Virginia Legislature, Georgia Antebellum Newspapers, CLIR Funding, More: Friday Afternoon ResearchBuzz, January 4, 2019


Virginia Mercury: New database holds 400 years worth of information on members of Virginia’s legislature. “A working database of Virginia legislators from the Jamestown settlement to the present day is almost complete, just in time for the 400th anniversary of the first meeting of the House Burgesses. The House Clerk’s Office has finished the bulk of the multi-year project that traces members, leaders, committees and locations of the lower chamber of Virginia’s state legislature since its inception in 1619 in Jamestown.”

Digital Library of Georgia: Georgia antebellum newspapers now freely available online. “As part of a $14,495 grant from the R. J. Taylor, Jr. Foundation, the Digital Library of Georgia has digitized approximately 53,930 pages of Georgia newspaper titles published prior to 1861 from microfilm held by the Georgia Newspaper Project.”


CLIR: CLIR Announces 2018 Digitizing Hidden Special Collections and Archives Awards. “The Council on Library and Information Resources (CLIR) today announced the award of over $3.8 million to fund 17 projects for 2018 Digitizing Hidden Special Collections and Archives awards. More than 40 institutions located in 17 states and one US territory will be involved in the projects covering subjects ranging from endangered languages and displaced peoples to health issues, architecture, and fisheries.”


Fast Company: People are falling off buildings in search of the perfect Instagram shot. “A subculture has emerged in the past eight years of people who seek out death-defying situations–and they do it for the likes, followers, and adulation of fans on social media.” I have included articles like this before, but I’m adding this one because it’s a fairly deep dive with a lot of interesting bits I did not know (like the top four countries for selfie deaths.)

Ars Technica: Machine learning can offer new tools, fresh insights for the humanities. “Truly revolutionary political transformations are naturally of great interest to historians, and the French Revolution at the end of the 18th century is widely regarded as one of the most influential, serving as a model for building other European democracies. A paper published last summer in the Proceedings of the National Academy of Sciences, offers new insight into how the members of the first National Constituent Assembly hammered out the details of this new type of governance.”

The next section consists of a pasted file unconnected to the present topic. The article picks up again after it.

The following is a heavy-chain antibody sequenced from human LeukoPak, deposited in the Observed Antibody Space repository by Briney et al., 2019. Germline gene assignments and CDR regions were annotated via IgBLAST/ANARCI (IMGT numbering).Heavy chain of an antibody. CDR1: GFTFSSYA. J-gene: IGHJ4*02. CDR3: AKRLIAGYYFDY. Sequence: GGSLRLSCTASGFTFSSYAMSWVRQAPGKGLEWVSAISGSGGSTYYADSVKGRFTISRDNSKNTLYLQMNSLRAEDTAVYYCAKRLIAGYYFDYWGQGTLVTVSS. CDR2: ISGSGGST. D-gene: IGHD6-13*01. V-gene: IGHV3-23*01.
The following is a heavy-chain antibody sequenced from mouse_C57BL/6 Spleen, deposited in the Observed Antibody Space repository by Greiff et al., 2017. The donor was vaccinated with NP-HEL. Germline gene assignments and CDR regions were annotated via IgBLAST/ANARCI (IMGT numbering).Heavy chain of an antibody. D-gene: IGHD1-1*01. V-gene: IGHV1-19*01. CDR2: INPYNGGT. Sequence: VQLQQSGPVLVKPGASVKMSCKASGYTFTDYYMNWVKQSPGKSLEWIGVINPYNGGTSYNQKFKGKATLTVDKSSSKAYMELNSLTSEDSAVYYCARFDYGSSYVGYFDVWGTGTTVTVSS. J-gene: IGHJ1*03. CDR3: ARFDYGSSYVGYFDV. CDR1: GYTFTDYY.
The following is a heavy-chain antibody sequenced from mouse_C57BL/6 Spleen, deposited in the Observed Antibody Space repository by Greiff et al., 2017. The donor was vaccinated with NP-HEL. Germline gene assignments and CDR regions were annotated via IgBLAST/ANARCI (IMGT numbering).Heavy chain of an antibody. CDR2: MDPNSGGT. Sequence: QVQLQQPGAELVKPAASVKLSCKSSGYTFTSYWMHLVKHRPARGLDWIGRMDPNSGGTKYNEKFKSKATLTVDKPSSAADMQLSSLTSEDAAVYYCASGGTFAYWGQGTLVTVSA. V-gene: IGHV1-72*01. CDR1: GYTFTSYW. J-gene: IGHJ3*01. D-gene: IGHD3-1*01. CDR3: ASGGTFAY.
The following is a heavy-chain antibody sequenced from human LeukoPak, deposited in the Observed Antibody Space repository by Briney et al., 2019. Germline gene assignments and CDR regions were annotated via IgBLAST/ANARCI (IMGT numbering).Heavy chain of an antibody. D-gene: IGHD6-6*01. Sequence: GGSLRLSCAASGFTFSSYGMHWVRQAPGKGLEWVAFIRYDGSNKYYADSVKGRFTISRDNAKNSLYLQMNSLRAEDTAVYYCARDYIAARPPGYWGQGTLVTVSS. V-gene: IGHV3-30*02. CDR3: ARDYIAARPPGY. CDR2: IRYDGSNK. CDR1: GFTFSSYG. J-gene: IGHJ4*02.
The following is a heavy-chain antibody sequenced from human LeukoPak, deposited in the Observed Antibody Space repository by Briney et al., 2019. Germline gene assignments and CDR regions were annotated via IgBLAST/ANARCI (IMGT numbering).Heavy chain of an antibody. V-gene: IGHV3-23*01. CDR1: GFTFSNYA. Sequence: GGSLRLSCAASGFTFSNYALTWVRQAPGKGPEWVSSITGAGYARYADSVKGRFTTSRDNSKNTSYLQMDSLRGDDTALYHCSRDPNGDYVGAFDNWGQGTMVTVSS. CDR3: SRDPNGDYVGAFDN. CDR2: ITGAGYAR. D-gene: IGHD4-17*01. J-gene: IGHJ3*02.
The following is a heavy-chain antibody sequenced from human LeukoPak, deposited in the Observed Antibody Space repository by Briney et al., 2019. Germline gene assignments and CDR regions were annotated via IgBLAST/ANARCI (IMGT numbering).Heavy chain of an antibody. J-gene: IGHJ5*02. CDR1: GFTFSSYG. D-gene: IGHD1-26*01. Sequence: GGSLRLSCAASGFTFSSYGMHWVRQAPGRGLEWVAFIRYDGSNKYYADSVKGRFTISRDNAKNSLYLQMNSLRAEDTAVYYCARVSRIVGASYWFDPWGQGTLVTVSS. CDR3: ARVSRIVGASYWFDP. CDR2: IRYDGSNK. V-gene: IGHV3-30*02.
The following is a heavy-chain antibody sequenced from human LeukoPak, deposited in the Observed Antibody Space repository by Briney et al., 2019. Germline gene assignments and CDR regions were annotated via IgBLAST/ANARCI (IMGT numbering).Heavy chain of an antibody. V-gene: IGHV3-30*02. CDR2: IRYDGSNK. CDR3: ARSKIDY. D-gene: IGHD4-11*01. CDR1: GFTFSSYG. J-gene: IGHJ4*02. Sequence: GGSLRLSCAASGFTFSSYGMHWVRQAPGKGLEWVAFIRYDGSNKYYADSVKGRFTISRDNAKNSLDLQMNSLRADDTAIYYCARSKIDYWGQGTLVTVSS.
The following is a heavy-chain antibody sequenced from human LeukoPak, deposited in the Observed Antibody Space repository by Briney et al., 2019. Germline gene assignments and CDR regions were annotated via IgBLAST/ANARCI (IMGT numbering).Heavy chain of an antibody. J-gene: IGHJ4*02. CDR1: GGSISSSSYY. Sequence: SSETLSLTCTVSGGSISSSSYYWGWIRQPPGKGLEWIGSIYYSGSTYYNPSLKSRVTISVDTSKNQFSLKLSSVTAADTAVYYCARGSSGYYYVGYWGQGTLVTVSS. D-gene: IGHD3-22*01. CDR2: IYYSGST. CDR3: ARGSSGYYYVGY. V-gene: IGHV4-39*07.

The Verge: Luxury loot box sponsorships are tearing YouTube apart. “Some of YouTube’s biggest channels are facing backlash from both viewers and other YouTube creators after promoting a form of loot box-style gambling with a company called Mystery Brand. Both Jake Paul and Brian ‘RiceGum’ Le have run sponsored videos promoting Mystery Brand — a $100,000 offer that other YouTube creators said they’ve also received and turned down.”


Northern Public Radio: New Illinois Law Includes Unwanted Social Media Messages As Stalking Behavior. “Unwanted social media messages are now on the list of behaviors that can be cited when petitioning to file for stalking ‘no-contact order.’ That’s one of the hundreds of new Illinois laws that went into effect in the new year. Previously, phone calls, text messages and emails were included, but not messages from platforms like Facebook or Twitter.”

The Register: Hope you’re over that New Year’s hangover – there’s an Adobe PDF app patch to install . “Adobe has issued its first patch of the year, emitting fixes for a pair of high-risk vulnerabilities in Acrobat and Reader. The APSB-02 security bundle is being recommended as a high-priority fix, so install it as soon as you can.”


The Guardian: Depression in girls linked to higher use of social media. “Girls’ much-higher rate of depression than boys is closely linked to the greater time they spend on social media, and online bullying and poor sleep are the main culprits for their low mood, new research reveals.”

Georgetown Public Policy Review: Rethinking Public Records In The Digital Age. “If an online equivalent of the pre-digital age White Pages existed, would it be available to anyone who wanted to access it? A controversial policy of the D.C. Board of Elections may give us an answer — or, at least, a similar debate.” Good afternoon, Internet…

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